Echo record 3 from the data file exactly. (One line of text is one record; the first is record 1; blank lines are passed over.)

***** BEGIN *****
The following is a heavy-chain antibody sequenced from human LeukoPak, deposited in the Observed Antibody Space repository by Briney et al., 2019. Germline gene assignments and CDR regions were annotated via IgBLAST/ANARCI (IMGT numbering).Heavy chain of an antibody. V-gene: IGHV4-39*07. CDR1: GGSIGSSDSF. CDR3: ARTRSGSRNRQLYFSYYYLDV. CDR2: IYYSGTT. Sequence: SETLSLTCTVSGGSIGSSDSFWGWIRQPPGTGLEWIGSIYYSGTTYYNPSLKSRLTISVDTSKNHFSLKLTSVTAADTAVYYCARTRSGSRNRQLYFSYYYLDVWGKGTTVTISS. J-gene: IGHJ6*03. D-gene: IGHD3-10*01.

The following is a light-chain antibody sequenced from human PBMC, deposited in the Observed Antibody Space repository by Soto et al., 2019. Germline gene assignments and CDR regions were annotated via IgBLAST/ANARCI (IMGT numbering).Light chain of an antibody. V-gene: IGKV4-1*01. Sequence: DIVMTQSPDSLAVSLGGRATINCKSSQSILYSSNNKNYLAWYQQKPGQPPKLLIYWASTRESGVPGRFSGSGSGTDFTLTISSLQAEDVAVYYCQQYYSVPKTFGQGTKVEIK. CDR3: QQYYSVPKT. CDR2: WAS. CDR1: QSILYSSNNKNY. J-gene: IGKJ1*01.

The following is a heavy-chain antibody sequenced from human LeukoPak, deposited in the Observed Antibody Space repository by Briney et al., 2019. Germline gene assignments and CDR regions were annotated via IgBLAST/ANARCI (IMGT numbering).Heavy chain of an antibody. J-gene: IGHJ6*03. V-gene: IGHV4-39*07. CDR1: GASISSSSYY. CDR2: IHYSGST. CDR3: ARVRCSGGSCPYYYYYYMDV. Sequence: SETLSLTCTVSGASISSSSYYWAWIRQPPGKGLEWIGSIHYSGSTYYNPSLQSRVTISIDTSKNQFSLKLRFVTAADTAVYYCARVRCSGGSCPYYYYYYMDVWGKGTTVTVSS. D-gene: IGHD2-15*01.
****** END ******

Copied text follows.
The following is a heavy-chain antibody sequenced from human LeukoPak, deposited in the Observed Antibody Space repository by Briney et al., 2019. Germline gene assignments and CDR regions were annotated via IgBLAST/ANARCI (IMGT numbering).Heavy chain of an antibody. J-gene: IGHJ6*03. V-gene: IGHV4-39*07. CDR1: GASISSSSYY. CDR2: IHYSGST. CDR3: ARVRCSGGSCPYYYYYYMDV. Sequence: SETLSLTCTVSGASISSSSYYWAWIRQPPGKGLEWIGSIHYSGSTYYNPSLQSRVTISIDTSKNQFSLKLRFVTAADTAVYYCARVRCSGGSCPYYYYYYMDVWGKGTTVTVSS. D-gene: IGHD2-15*01.